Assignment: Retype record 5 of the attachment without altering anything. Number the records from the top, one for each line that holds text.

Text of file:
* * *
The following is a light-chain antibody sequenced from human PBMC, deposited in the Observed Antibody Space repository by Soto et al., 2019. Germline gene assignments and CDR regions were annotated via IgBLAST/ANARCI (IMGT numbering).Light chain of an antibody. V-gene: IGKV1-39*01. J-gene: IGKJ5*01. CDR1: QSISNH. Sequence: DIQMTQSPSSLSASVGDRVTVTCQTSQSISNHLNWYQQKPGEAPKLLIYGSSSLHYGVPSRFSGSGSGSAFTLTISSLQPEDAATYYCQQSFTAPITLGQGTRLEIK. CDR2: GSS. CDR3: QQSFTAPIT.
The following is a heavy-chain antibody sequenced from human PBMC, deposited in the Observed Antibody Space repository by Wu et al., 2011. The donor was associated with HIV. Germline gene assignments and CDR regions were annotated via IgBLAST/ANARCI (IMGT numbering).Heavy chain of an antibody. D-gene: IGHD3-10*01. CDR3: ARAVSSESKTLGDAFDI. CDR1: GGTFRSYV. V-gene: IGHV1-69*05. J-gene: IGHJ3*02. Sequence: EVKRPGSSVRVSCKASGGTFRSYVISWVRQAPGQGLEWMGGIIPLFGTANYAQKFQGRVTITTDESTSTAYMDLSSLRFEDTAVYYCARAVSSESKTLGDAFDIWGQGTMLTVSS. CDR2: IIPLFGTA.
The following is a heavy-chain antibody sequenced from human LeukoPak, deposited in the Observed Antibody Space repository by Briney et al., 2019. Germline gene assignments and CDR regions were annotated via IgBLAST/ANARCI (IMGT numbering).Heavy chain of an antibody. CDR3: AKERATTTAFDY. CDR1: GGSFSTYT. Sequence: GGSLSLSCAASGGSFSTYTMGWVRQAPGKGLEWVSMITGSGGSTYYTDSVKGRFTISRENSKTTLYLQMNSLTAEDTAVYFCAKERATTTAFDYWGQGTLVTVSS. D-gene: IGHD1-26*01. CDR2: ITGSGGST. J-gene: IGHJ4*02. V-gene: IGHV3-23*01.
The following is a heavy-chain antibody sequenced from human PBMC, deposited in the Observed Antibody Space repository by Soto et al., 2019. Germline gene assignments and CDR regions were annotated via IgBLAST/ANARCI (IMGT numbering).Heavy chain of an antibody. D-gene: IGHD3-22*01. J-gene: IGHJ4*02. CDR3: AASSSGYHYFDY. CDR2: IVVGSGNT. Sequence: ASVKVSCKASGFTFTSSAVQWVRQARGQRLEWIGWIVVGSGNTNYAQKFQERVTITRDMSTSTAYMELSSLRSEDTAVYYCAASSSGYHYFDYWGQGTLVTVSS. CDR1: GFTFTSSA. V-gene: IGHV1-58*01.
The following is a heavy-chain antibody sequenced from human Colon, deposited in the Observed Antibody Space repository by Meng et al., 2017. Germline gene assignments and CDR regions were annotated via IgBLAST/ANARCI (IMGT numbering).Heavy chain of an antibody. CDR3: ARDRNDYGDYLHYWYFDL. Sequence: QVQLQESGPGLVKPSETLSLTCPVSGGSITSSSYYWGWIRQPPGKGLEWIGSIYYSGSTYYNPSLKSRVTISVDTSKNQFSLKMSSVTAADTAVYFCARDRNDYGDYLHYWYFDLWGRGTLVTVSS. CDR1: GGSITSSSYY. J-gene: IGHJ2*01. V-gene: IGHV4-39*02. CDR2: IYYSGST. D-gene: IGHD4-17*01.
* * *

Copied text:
The following is a heavy-chain antibody sequenced from human Colon, deposited in the Observed Antibody Space repository by Meng et al., 2017. Germline gene assignments and CDR regions were annotated via IgBLAST/ANARCI (IMGT numbering).Heavy chain of an antibody. CDR3: ARDRNDYGDYLHYWYFDL. Sequence: QVQLQESGPGLVKPSETLSLTCPVSGGSITSSSYYWGWIRQPPGKGLEWIGSIYYSGSTYYNPSLKSRVTISVDTSKNQFSLKMSSVTAADTAVYFCARDRNDYGDYLHYWYFDLWGRGTLVTVSS. CDR1: GGSITSSSYY. J-gene: IGHJ2*01. V-gene: IGHV4-39*02. CDR2: IYYSGST. D-gene: IGHD4-17*01.